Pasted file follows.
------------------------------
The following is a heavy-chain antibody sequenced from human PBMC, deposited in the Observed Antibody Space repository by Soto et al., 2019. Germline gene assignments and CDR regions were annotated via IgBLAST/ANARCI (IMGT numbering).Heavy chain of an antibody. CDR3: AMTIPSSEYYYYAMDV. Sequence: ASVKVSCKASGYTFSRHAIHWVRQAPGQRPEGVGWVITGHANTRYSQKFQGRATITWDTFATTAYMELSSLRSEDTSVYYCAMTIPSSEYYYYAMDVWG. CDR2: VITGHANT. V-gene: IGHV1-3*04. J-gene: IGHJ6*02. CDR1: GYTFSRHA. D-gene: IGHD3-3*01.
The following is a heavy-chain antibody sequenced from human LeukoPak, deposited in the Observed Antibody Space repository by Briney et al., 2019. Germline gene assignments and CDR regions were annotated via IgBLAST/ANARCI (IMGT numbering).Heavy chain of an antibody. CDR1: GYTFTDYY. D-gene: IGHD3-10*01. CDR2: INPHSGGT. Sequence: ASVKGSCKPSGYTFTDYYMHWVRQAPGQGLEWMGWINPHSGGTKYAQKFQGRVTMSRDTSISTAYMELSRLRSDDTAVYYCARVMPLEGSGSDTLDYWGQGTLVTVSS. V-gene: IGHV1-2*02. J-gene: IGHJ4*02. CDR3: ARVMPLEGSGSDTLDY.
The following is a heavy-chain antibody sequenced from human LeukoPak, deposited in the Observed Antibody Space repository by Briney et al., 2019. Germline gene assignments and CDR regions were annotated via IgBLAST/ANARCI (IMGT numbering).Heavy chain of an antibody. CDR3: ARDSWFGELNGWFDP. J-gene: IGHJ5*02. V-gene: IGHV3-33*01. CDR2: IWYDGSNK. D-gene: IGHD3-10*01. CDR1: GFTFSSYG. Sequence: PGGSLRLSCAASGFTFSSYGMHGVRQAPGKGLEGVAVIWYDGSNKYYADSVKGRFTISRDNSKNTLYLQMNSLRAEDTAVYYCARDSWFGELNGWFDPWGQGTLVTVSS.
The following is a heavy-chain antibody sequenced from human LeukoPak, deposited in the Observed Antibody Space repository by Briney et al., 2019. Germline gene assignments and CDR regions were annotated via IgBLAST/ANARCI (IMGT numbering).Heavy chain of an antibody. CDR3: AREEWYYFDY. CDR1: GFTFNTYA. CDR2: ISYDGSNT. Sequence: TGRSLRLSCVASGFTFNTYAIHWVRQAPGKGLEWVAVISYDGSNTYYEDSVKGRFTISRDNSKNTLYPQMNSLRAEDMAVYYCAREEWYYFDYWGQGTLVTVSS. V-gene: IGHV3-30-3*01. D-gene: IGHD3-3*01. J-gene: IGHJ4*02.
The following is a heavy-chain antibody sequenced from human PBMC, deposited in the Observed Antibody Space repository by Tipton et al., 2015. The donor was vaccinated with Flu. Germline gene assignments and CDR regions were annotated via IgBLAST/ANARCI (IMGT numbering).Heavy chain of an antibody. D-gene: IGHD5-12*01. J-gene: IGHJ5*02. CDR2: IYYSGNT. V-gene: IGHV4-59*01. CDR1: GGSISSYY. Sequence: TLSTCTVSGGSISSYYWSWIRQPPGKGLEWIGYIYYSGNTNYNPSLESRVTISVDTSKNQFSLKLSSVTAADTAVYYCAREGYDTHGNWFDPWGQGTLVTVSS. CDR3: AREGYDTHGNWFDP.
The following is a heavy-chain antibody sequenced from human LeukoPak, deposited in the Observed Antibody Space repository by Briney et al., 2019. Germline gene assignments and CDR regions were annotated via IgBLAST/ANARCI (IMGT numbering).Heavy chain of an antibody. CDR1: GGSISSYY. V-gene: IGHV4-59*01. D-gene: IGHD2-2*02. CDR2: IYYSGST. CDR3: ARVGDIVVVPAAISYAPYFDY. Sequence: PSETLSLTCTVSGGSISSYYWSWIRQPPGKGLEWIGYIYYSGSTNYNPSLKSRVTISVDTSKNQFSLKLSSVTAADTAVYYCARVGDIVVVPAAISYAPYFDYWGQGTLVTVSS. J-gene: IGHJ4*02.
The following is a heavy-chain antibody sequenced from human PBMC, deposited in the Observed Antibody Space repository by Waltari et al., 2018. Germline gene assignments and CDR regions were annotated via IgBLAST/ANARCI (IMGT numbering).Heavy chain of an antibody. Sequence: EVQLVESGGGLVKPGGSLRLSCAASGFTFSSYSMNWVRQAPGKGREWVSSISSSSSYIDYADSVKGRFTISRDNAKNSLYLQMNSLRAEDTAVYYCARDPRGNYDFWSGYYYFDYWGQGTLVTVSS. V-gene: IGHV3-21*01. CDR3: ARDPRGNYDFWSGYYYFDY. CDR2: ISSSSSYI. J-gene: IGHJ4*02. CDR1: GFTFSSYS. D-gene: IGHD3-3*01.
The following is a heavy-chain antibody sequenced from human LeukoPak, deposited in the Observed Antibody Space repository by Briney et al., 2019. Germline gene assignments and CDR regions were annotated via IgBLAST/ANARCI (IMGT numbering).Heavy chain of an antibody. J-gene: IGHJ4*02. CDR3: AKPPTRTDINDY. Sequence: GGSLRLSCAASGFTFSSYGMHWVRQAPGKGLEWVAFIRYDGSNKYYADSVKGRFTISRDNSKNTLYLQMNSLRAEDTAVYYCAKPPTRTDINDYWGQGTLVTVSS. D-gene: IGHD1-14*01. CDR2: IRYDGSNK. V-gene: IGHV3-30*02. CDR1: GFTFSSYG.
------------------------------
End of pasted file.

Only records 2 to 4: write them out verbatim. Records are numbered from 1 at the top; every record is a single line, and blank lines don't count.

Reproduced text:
The following is a heavy-chain antibody sequenced from human LeukoPak, deposited in the Observed Antibody Space repository by Briney et al., 2019. Germline gene assignments and CDR regions were annotated via IgBLAST/ANARCI (IMGT numbering).Heavy chain of an antibody. CDR1: GYTFTDYY. D-gene: IGHD3-10*01. CDR2: INPHSGGT. Sequence: ASVKGSCKPSGYTFTDYYMHWVRQAPGQGLEWMGWINPHSGGTKYAQKFQGRVTMSRDTSISTAYMELSRLRSDDTAVYYCARVMPLEGSGSDTLDYWGQGTLVTVSS. V-gene: IGHV1-2*02. J-gene: IGHJ4*02. CDR3: ARVMPLEGSGSDTLDY.
The following is a heavy-chain antibody sequenced from human LeukoPak, deposited in the Observed Antibody Space repository by Briney et al., 2019. Germline gene assignments and CDR regions were annotated via IgBLAST/ANARCI (IMGT numbering).Heavy chain of an antibody. CDR3: ARDSWFGELNGWFDP. J-gene: IGHJ5*02. V-gene: IGHV3-33*01. CDR2: IWYDGSNK. D-gene: IGHD3-10*01. CDR1: GFTFSSYG. Sequence: PGGSLRLSCAASGFTFSSYGMHGVRQAPGKGLEGVAVIWYDGSNKYYADSVKGRFTISRDNSKNTLYLQMNSLRAEDTAVYYCARDSWFGELNGWFDPWGQGTLVTVSS.
The following is a heavy-chain antibody sequenced from human LeukoPak, deposited in the Observed Antibody Space repository by Briney et al., 2019. Germline gene assignments and CDR regions were annotated via IgBLAST/ANARCI (IMGT numbering).Heavy chain of an antibody. CDR3: AREEWYYFDY. CDR1: GFTFNTYA. CDR2: ISYDGSNT. Sequence: TGRSLRLSCVASGFTFNTYAIHWVRQAPGKGLEWVAVISYDGSNTYYEDSVKGRFTISRDNSKNTLYPQMNSLRAEDMAVYYCAREEWYYFDYWGQGTLVTVSS. V-gene: IGHV3-30-3*01. D-gene: IGHD3-3*01. J-gene: IGHJ4*02.